Does adopting a five point Calvinist soteriology logically implicate the type of views advocated by Fred Phelps and Westboro Baptist Church? The opinion of Frank Schaeffer, son of Francis Schaeffer, is that there is a positive continuity between these views and those advocated by Fred Phelps. The Calvinist God is an angry God whose wrath is provoked by the seriousness of sin and that punishment must follow the fall; all fall under the curse of sin and are deserving of damnation. Christ’s death was thus necessary to take on the guilt of those deserving of this damnation. The point is that an angry God is mindful of human wickedness; in the words of Jonathan Edwards (who adopted a Calvinistic soteriology):
The God that holds you over the pit of hell, much as one holds a spider, or some loathsome insect over the fire, abhors you, and is dreadfully provoked: his wrath towards you burns like fire; he looks upon you as worthy of nothing else, but to be cast into the fire; he is of purer eyes than to bear to have you in his sight; you are ten thousand times more abominable in his eyes, than the most hateful venomous serpent is in ours. You have offended him infinitely more than ever a stubborn rebel did his prince; and yet it is nothing but his hand that holds you from falling into the fire every moment. It is to be ascribed to nothing else, that you did not go to hell the last night; that you was suffered to awake again in this world, after you closed your eyes to sleep. And there is no other reason to be given, why you have not dropped into hell since you arose in the morning, but that God’s hand has held you up. There is no other reason to be given why you have not gone to hell, since you have sat here in the house of God, provoking his pure eyes by your sinful wicked manner of attending his solemn worship. Yea, there is nothing else that is to be given as a reason why you do not this very moment drop down into hell.
This way Frank Schaeffer states that what are ‘mainstream’ Evangelical views are in fact, in essence, no different to what Fred Phelps preached and the activism the Westboro Church put to practice. There may be a difference in the style or rhetoric adopted but the message is essentially the same. In other words, Fred Phelps preached what they hold to be the Gospel and if Fred Phelps brought discomfort in how he preached and the type of activism that followed, he just had the courage to state the implications of their opinions as they are. The logical implications of this system of thought leads to Fred Phelps and this is more pronounced in the case of the Calvinistic soteriology he adopted and many ‘mainstream’ Evangelicals adopt this too.
I do not wish to discuss if indeed the logical implications of a Calvinistic Soteriology specifically and ‘mainstream’ Evangelicalism, in general, is the message preached by Fred Phelps but to move beyond ideation systems to what Margaret Archer classifies as socio-cultural interaction. It is this level that there is mediation of cultural systems such as the theological systems identified with certain forms of Protestant Christianity. After all, the types of ideas that are now salient among certain Evangelicals was not always the case and likewise the manner a belief in a soteriology can lead to different forms of practice in different contexts. For example, the very resurrection of Dutch neo-Calvinism by the likes of Francis Schaeffer and the adoption of its underpinning mission to redeem a sinful culture by Jerry Falwell, an Arminian in doctrine, demonstrates the way at the level of people interaction there is adaption and elaboration of cultural systems. If we return to the doctrinal then a neo-Calvinist like Abraham Kuyper’s goal to claim European culture for Christianity is very much rooted in a (strong) sovereign view of God and it this high theocentric position that he juxtaposed against the autonomous liberal subject. In other words, we have a theological system, distinctively Reformed, that addresses culture from that position. Falwell viewed this system as a form of heresy but yet still influenced by Francis Schaeffer, believed it a Christian mandate to redeem American culture and government but the approach and vision taken was something very different to the Dutch neo-Calvinists (Kuyper identified as a Christian Socialist).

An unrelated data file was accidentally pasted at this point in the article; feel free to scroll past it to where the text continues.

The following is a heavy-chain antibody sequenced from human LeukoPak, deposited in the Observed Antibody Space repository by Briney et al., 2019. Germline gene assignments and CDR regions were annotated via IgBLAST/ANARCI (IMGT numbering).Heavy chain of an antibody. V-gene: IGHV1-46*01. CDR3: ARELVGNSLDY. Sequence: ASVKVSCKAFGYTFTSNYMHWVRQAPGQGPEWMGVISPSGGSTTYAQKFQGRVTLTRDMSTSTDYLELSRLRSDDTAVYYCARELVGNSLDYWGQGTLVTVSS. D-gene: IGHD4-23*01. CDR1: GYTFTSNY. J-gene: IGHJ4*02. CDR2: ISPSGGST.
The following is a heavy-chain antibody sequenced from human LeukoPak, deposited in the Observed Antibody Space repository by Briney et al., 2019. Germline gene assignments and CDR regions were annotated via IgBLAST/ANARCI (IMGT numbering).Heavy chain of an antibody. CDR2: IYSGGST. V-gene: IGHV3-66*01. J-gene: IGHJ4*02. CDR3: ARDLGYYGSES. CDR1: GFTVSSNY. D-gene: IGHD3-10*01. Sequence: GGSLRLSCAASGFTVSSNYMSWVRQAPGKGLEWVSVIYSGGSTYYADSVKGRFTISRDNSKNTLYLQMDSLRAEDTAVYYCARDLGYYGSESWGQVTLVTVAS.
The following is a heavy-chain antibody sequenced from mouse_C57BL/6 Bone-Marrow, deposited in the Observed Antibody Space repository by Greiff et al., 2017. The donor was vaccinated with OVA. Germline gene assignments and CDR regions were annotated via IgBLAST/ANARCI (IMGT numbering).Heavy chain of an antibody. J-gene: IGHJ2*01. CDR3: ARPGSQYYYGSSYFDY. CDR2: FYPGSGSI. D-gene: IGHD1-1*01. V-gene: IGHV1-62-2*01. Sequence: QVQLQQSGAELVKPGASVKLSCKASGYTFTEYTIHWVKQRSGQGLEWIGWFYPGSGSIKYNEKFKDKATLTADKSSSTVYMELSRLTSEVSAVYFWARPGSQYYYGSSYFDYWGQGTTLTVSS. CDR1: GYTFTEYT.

The point here is that sharedness is variable and not definitional or that cultural integration is something mediated and that there is no linear movement or logical implications to be drawn from cultural systems to socio-cultural interaction and so a quasi-teleological movement to certain conclusions or forms of political activism. Fred Phelps’s understanding of a Calvinistic soteriology may have affected his activism in specific ways but there is hardly anything in this theological model that, as Frank Schaeffer identifies, necessitates a movement in certain directions. In future posts, I wish to draw out how this reification at the level of cultural system (often from ideological representations of cultural systems) affects policy formulation and initiatives then taken.
Categories: Rethinking The World